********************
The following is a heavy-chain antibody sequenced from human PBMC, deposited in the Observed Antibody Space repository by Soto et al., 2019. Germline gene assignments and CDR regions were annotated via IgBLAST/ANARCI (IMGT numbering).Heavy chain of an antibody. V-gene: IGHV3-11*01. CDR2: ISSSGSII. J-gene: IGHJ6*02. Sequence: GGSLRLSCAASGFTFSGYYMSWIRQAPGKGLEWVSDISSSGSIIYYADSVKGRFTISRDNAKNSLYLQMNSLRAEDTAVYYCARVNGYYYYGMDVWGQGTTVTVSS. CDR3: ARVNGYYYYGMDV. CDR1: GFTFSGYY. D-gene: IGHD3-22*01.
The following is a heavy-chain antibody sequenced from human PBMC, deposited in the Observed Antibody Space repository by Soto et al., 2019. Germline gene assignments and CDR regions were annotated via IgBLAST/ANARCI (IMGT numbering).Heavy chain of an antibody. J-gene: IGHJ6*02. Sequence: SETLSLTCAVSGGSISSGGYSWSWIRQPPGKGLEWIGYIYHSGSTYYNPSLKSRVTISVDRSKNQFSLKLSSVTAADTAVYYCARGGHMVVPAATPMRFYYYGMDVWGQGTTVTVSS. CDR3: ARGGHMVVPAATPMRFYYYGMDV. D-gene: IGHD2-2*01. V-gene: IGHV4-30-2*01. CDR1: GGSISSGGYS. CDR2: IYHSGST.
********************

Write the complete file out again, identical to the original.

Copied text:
The following is a heavy-chain antibody sequenced from human PBMC, deposited in the Observed Antibody Space repository by Soto et al., 2019. Germline gene assignments and CDR regions were annotated via IgBLAST/ANARCI (IMGT numbering).Heavy chain of an antibody. V-gene: IGHV3-11*01. CDR2: ISSSGSII. J-gene: IGHJ6*02. Sequence: GGSLRLSCAASGFTFSGYYMSWIRQAPGKGLEWVSDISSSGSIIYYADSVKGRFTISRDNAKNSLYLQMNSLRAEDTAVYYCARVNGYYYYGMDVWGQGTTVTVSS. CDR3: ARVNGYYYYGMDV. CDR1: GFTFSGYY. D-gene: IGHD3-22*01.
The following is a heavy-chain antibody sequenced from human PBMC, deposited in the Observed Antibody Space repository by Soto et al., 2019. Germline gene assignments and CDR regions were annotated via IgBLAST/ANARCI (IMGT numbering).Heavy chain of an antibody. J-gene: IGHJ6*02. Sequence: SETLSLTCAVSGGSISSGGYSWSWIRQPPGKGLEWIGYIYHSGSTYYNPSLKSRVTISVDRSKNQFSLKLSSVTAADTAVYYCARGGHMVVPAATPMRFYYYGMDVWGQGTTVTVSS. CDR3: ARGGHMVVPAATPMRFYYYGMDV. D-gene: IGHD2-2*01. V-gene: IGHV4-30-2*01. CDR1: GGSISSGGYS. CDR2: IYHSGST.